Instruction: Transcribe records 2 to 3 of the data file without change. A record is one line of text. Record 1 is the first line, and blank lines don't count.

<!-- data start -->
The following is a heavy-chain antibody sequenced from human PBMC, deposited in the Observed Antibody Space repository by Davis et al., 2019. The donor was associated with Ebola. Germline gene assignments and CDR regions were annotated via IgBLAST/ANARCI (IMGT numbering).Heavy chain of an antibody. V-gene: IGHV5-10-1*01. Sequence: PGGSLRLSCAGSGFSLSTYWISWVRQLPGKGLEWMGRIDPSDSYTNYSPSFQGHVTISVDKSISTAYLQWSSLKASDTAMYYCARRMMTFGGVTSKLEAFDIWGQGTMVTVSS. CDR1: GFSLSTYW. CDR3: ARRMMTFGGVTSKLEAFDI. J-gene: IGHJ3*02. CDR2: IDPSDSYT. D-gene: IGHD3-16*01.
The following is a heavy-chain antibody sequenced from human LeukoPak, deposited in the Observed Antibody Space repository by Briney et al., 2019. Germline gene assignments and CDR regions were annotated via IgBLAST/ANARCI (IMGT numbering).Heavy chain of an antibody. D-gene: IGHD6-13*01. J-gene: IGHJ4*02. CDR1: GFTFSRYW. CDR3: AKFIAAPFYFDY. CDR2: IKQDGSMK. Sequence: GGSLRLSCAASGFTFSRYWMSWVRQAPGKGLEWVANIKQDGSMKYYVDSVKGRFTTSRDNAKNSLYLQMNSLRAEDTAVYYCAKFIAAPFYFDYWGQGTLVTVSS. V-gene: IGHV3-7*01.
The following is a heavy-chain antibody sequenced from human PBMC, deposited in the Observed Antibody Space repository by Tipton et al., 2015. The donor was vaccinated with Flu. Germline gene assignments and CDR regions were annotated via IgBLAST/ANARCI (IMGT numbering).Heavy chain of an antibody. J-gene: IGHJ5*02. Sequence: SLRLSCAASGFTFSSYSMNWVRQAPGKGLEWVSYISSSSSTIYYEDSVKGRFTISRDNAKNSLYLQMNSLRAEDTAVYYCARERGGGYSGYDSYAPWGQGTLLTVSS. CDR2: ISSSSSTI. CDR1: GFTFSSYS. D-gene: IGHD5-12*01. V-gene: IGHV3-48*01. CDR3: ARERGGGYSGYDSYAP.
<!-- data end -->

The following is a heavy-chain antibody sequenced from human LeukoPak, deposited in the Observed Antibody Space repository by Briney et al., 2019. Germline gene assignments and CDR regions were annotated via IgBLAST/ANARCI (IMGT numbering).Heavy chain of an antibody. D-gene: IGHD6-13*01. J-gene: IGHJ4*02. CDR1: GFTFSRYW. CDR3: AKFIAAPFYFDY. CDR2: IKQDGSMK. Sequence: GGSLRLSCAASGFTFSRYWMSWVRQAPGKGLEWVANIKQDGSMKYYVDSVKGRFTTSRDNAKNSLYLQMNSLRAEDTAVYYCAKFIAAPFYFDYWGQGTLVTVSS. V-gene: IGHV3-7*01.
The following is a heavy-chain antibody sequenced from human PBMC, deposited in the Observed Antibody Space repository by Tipton et al., 2015. The donor was vaccinated with Flu. Germline gene assignments and CDR regions were annotated via IgBLAST/ANARCI (IMGT numbering).Heavy chain of an antibody. J-gene: IGHJ5*02. Sequence: SLRLSCAASGFTFSSYSMNWVRQAPGKGLEWVSYISSSSSTIYYEDSVKGRFTISRDNAKNSLYLQMNSLRAEDTAVYYCARERGGGYSGYDSYAPWGQGTLLTVSS. CDR2: ISSSSSTI. CDR1: GFTFSSYS. D-gene: IGHD5-12*01. V-gene: IGHV3-48*01. CDR3: ARERGGGYSGYDSYAP.